I had my first unidentified attack when I was 15 years old, which included a severe complication of muscle weakness, insomnia, gastrointestinal discomfort, bewilderment, and worry. These symptoms weren’t very ominous on their own, but taken together, they were quite alarming.
By the time I was 20 years old, these problems persisted and I was desperate to feel better. I saw more than 20 doctors in five states on my travels throughout the nation. Each blood test and lab they performed returned normal results. In order to test for food sensitivities, I was even referred to allergists twice. Once more, “normal.”
I also had many meetings with nutritionists and dietitians throughout this time. I gained a lot of knowledge about supplements and proper eating, but none of it helped my stomach ache.
Once received the diagnosis of toxic stress. A different medical professional suggested I see a therapist after telling me it was “all in my brain.” I started experimenting on my own with different methods of stress management after getting tired of being dismissed as a psycho or drug user.
One strategy I tried to use to advance was to experiment with various diets. I tried them all, including paleo, the South Beach Diet, giving up refined sugar, avoiding grains, dairy, and wheat, being vegetarian or pescatarian, and even briefly going completely vegan. I used essential oils and took magnesium pills. And let’s not even talk about cleanses! I’ve lost track of the cayenne, ayurvedic, green, and candida. Although I couldn’t find any pain relief, the possibility that I might be doing more harm than good didn’t even occur to me.
I made the decision to try the ketogenic diet in January 2016 for a variety of reasons. I wanted to increase my running efficiency and burn fat instead of sugar while doing it. Additionally, I hoped that it would alleviate my incapacitating abdominal pain and constipation. Additionally, cutting out grains, dairy, and sugar is something that healthy people do, right?
Wrong. I had no idea that about six months after beginning this diet, my colon would completely shut down and I would spend a total of 27 days in the hospital over the course of five months.
Finally, the staff at St. Mary’s Hospital in Rochester, Minnesota, examined me and administered a series of tests to me, one of which was a porphyria test. That test was the last one I had over the years that had an abnormal result.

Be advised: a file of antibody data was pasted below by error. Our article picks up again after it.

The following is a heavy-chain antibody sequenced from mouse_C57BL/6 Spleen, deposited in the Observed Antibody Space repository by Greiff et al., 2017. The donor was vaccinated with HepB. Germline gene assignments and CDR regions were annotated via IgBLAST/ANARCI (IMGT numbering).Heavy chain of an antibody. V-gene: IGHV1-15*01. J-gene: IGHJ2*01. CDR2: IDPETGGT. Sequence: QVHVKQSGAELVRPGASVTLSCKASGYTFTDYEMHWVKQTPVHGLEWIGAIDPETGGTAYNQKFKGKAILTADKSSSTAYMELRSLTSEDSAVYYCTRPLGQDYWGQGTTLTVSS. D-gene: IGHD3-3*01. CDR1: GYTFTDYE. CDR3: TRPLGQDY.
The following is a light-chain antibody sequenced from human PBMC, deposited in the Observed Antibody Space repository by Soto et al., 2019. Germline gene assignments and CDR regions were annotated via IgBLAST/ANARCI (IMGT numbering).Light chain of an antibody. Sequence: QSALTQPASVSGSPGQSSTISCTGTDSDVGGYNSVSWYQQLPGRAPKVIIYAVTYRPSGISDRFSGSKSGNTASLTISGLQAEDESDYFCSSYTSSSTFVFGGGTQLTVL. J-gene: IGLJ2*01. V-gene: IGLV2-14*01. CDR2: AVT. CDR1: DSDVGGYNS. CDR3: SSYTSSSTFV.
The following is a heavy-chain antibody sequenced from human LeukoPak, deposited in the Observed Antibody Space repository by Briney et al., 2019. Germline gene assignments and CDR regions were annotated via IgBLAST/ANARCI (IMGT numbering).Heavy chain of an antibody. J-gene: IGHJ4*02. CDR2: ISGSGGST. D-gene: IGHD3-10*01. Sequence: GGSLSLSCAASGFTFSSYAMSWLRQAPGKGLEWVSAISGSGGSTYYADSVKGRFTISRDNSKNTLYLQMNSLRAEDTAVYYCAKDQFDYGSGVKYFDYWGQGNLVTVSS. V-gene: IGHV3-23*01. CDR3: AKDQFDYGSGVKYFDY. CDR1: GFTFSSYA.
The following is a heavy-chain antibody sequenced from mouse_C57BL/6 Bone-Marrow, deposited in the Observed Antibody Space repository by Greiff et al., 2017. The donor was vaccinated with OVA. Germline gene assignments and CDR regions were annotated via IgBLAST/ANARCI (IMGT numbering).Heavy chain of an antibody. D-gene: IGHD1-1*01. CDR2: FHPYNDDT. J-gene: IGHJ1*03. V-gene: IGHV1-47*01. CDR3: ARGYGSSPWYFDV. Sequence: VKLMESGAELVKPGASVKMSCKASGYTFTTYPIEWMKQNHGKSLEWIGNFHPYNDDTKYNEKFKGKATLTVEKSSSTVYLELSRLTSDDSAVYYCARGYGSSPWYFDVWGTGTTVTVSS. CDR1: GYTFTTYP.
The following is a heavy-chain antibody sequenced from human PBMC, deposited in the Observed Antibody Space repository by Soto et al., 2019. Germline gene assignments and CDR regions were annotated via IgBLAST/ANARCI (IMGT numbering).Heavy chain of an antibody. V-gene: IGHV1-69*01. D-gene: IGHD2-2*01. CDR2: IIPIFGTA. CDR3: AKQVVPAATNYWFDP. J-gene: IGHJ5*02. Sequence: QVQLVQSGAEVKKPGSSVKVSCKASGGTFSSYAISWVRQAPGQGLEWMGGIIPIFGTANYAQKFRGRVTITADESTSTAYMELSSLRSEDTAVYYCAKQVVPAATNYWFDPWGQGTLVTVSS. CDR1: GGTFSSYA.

I was given the diagnosis of acute intermittent porphyria (AIP), a genetic disease that affects fewer than 3,000 people in the United States. I discovered that I can live a relatively normal life in between attacks. Symptoms typically come in waves and last for days or weeks.
However, it turns out that carbs can actually help manage symptoms, which explains why going on a ketogenic diet caused so many issues. In fact, my doctor advised me to eat potato chips if I started to experience symptoms. My liver produces heme with the aid of carbohydrates; heme levels can cause symptoms when low. I’m still trying to come to terms with the fact that a food group I long ago demonised is actually essential to my ability to feel better. However, the truth is that it has made me feel better.
Instead of avoiding specific foods, I now limit alcohol, put sleep first, avoid situations that cause stress, and keep an eye on my hormones. If my body is feeling good, I can run a little bit more than 10 miles each week without risk.
Additionally, I’ve discovered a drug that works. Due to the rarity of AIP, most of my treatment is experimental. There are only a few porphyria specialists in the United States, and I visit a haematologist in Salt Lake City once a year. He suggests that I go to a nearby hospital once a week with my John Stoddard Cancer Center team to get infusions of the one AIP drug that is currently available. Though unpleasant, the process is beneficial.
I wish more women understood that a non-answer does not have to be their end. Become your own best advocate and seek clarification when necessary.
My new dietary philosophy is “everything in moderation.” I make an effort to vary my diet while remaining mindful of how I feel.
One of the most unexpected lessons I took away from my journey was that the most popular diet trends aren’t always the healthiest. Oh, and sandwiches make life much more enjoyable.